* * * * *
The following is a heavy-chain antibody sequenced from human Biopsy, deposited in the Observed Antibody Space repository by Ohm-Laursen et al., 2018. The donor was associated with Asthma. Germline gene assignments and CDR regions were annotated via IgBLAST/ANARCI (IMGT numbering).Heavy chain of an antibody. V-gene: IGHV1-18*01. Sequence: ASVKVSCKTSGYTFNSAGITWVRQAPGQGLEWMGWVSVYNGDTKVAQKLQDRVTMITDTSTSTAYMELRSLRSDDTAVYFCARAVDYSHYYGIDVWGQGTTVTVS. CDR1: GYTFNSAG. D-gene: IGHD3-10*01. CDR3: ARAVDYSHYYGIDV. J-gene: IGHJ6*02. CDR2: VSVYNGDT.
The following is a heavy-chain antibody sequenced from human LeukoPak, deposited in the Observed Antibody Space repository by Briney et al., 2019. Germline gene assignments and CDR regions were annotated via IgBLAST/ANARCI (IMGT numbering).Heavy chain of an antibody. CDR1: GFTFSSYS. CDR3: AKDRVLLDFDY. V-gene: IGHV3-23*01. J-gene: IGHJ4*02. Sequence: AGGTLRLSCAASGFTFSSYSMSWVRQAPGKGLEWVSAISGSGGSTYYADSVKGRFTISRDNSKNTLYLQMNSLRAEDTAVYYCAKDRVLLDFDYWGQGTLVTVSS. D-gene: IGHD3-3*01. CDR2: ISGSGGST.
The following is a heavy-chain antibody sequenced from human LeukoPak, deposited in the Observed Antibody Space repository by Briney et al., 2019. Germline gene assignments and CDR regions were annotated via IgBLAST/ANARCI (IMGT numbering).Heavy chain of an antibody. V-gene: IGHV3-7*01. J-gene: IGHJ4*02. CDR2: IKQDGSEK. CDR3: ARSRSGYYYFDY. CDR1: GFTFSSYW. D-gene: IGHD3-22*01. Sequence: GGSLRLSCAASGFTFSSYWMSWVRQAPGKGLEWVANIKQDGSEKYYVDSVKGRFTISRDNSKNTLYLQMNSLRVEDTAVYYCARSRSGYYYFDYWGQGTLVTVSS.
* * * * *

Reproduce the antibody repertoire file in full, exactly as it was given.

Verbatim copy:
The following is a heavy-chain antibody sequenced from human Biopsy, deposited in the Observed Antibody Space repository by Ohm-Laursen et al., 2018. The donor was associated with Asthma. Germline gene assignments and CDR regions were annotated via IgBLAST/ANARCI (IMGT numbering).Heavy chain of an antibody. V-gene: IGHV1-18*01. Sequence: ASVKVSCKTSGYTFNSAGITWVRQAPGQGLEWMGWVSVYNGDTKVAQKLQDRVTMITDTSTSTAYMELRSLRSDDTAVYFCARAVDYSHYYGIDVWGQGTTVTVS. CDR1: GYTFNSAG. D-gene: IGHD3-10*01. CDR3: ARAVDYSHYYGIDV. J-gene: IGHJ6*02. CDR2: VSVYNGDT.
The following is a heavy-chain antibody sequenced from human LeukoPak, deposited in the Observed Antibody Space repository by Briney et al., 2019. Germline gene assignments and CDR regions were annotated via IgBLAST/ANARCI (IMGT numbering).Heavy chain of an antibody. CDR1: GFTFSSYS. CDR3: AKDRVLLDFDY. V-gene: IGHV3-23*01. J-gene: IGHJ4*02. Sequence: AGGTLRLSCAASGFTFSSYSMSWVRQAPGKGLEWVSAISGSGGSTYYADSVKGRFTISRDNSKNTLYLQMNSLRAEDTAVYYCAKDRVLLDFDYWGQGTLVTVSS. D-gene: IGHD3-3*01. CDR2: ISGSGGST.
The following is a heavy-chain antibody sequenced from human LeukoPak, deposited in the Observed Antibody Space repository by Briney et al., 2019. Germline gene assignments and CDR regions were annotated via IgBLAST/ANARCI (IMGT numbering).Heavy chain of an antibody. V-gene: IGHV3-7*01. J-gene: IGHJ4*02. CDR2: IKQDGSEK. CDR3: ARSRSGYYYFDY. CDR1: GFTFSSYW. D-gene: IGHD3-22*01. Sequence: GGSLRLSCAASGFTFSSYWMSWVRQAPGKGLEWVANIKQDGSEKYYVDSVKGRFTISRDNSKNTLYLQMNSLRVEDTAVYYCARSRSGYYYFDYWGQGTLVTVSS.